Moog & Vibronic Interview Part 3

Vibronic Service Center
Vibronic Music Systems “Synthesizers?” half-page black and white advertisement version #2 from page 37 in the March/April 1976 issue of Contemporary Keyboard.


This third and final advertisement from Vibronic only seems to have appeared once in the March/April 1976 issue of CK. After this ad ran (as discussed in my last blog post that featured the previous version of this Vibronic ad) I learned that owner Ken Fine made the decision that marketing dollars could be better spent by advertising directly to local musicians and educators.


The ad itself borrows the ad-title and photography from the previous ad, but the ad-copy has been reduced considerably, but those few lines carry a lot of history..


“Customized” hybrid systems: In past ads, Vibronic really focused on Moog synthesizers and Moog modifications. But in this advertisement the word Moog is curiously missing. In fact, I learned that Vibronic carried a much wider selection of synthesizers and keyboards than just the Moogs of the time. He recalls the store carry the Moog Sonic Six, Moog satellte (tough to sell), Minimoog, large Moog modular systems, as well as EMS, ARP synths and Mellotrons, among others.


“Customized” high-intensity keyboard sound systems: If you recall from the first ad blog post, those customized systems were created by Music & Sound Ltd. And if you recall from my second blog post, they demonstrated those synthesizers to clients through their own customized sound system. Each synth was hooked into a matrix sound system like those found in today’s stores, and then fed into a McIntosh amp and large speaker cabinets hung by chains from the ceiling. Not a surprise – adjacent businesses were often complaining about the sound.   🙂


Even the company name and address in the ad have some good history behind it. Ken had come up with the name Vibronic by putting together the words “Vibration” and “Sonic”, although there were plans to change the name to Vibronix at a future date.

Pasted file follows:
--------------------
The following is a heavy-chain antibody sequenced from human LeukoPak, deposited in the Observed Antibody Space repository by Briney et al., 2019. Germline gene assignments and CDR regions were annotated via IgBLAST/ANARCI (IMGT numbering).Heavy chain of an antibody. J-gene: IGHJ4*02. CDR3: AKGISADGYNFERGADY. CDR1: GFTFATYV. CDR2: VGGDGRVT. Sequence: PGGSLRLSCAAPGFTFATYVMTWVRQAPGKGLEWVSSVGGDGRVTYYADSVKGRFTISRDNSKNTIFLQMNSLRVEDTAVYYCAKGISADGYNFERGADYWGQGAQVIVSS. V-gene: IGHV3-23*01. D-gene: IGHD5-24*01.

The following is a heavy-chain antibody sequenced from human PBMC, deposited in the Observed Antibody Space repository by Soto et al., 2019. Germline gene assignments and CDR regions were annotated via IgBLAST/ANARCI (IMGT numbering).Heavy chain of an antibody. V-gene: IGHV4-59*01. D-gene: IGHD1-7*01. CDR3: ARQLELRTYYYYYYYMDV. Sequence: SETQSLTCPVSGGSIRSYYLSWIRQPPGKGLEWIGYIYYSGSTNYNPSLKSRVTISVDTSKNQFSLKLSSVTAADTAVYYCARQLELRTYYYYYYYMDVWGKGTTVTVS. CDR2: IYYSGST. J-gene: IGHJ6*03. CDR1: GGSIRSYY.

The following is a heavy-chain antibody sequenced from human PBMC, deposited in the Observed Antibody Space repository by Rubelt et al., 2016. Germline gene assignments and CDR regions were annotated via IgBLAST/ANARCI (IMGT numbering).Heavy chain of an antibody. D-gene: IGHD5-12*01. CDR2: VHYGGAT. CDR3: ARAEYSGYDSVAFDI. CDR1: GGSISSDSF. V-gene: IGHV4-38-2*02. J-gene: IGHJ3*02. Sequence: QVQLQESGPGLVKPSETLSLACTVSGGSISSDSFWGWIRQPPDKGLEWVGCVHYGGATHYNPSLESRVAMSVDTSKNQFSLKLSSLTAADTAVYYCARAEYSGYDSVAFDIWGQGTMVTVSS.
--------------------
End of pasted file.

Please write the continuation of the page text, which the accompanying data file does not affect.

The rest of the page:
The address in all three ads was actually the store’s second location. He originally opened the store in Ardmore, PA, about 10 miles west of Philadephia, at 6 East Lancaster Ave. That is where the futuristic showroom and that first large custom-built sound system were located. Ken recalls that there was a Radio Shack across the street the got a lot of repeat business from Vibronics at the time. In fact, Ken still has a box of all types of cables and connectors that were originally from that store.


The second location was actually Music & Sound Ltd’s address, where he moved Vibronic after the first year in operation. His partner, Marc Paturka, had left the company and moving into M&S’s location would save money as well as give him more exposure since they were a well-known retailer in those parts. Moving into M&S also allowed Ken to spend more time doing consulting work with studios and schools and keep up his chops as a session player at Sigma Sound and Philly International Records.  Ken continued to own the company Vibronic, but included that “Division of Music & Sound Ltd ” above the address in this advertisement as a way of creating a larger company image.


I always jump at the chance to research and talk with people who were deep in the industry during this time period. People like Marco Alpert of E-mu fame and Sequential Circuits advertising artist John Mattos. They usually have some great history to share. And Ken Fine fits nicely into this category. He was surrounded by music all his life – before, during and after Vibronic.



Ken remembers growing up surrounded by artists in his family. Most were entertainers in some way, always trying to find that balance between art and business. He was primarily a piano player, who then studied at the Philadelphia Musical Academy in the early 1970s. He recalled finding a Moog IIIc in the school’s Music department, where students were using it to record compositions. And as an undergrad he had access.  Ken was already fascinated with, as he put it, “the crazy electronic stuff”. He became influenced by many electronic artists and their music of the day, including Isao Tomita’s Snowflakes are Dancing.